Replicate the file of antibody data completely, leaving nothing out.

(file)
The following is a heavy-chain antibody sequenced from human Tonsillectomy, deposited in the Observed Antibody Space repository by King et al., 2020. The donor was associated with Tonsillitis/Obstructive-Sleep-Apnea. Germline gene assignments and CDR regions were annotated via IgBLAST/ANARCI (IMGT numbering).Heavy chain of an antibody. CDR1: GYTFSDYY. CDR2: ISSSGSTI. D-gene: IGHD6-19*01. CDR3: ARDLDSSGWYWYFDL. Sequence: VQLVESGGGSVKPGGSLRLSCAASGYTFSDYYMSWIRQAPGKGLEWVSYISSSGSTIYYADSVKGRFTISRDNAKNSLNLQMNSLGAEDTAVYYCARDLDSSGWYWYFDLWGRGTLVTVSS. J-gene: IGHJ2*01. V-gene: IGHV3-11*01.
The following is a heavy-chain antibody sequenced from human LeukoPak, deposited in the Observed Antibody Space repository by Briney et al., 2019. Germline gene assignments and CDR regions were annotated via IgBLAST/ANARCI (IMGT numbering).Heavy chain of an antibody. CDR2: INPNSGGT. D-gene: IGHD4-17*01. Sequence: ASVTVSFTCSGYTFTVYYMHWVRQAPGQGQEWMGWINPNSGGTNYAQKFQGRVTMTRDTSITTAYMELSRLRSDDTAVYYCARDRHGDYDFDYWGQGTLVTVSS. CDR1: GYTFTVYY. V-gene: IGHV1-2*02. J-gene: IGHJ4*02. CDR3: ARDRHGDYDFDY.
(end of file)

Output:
The following is a heavy-chain antibody sequenced from human Tonsillectomy, deposited in the Observed Antibody Space repository by King et al., 2020. The donor was associated with Tonsillitis/Obstructive-Sleep-Apnea. Germline gene assignments and CDR regions were annotated via IgBLAST/ANARCI (IMGT numbering).Heavy chain of an antibody. CDR1: GYTFSDYY. CDR2: ISSSGSTI. D-gene: IGHD6-19*01. CDR3: ARDLDSSGWYWYFDL. Sequence: VQLVESGGGSVKPGGSLRLSCAASGYTFSDYYMSWIRQAPGKGLEWVSYISSSGSTIYYADSVKGRFTISRDNAKNSLNLQMNSLGAEDTAVYYCARDLDSSGWYWYFDLWGRGTLVTVSS. J-gene: IGHJ2*01. V-gene: IGHV3-11*01.
The following is a heavy-chain antibody sequenced from human LeukoPak, deposited in the Observed Antibody Space repository by Briney et al., 2019. Germline gene assignments and CDR regions were annotated via IgBLAST/ANARCI (IMGT numbering).Heavy chain of an antibody. CDR2: INPNSGGT. D-gene: IGHD4-17*01. Sequence: ASVTVSFTCSGYTFTVYYMHWVRQAPGQGQEWMGWINPNSGGTNYAQKFQGRVTMTRDTSITTAYMELSRLRSDDTAVYYCARDRHGDYDFDYWGQGTLVTVSS. CDR1: GYTFTVYY. V-gene: IGHV1-2*02. J-gene: IGHJ4*02. CDR3: ARDRHGDYDFDY.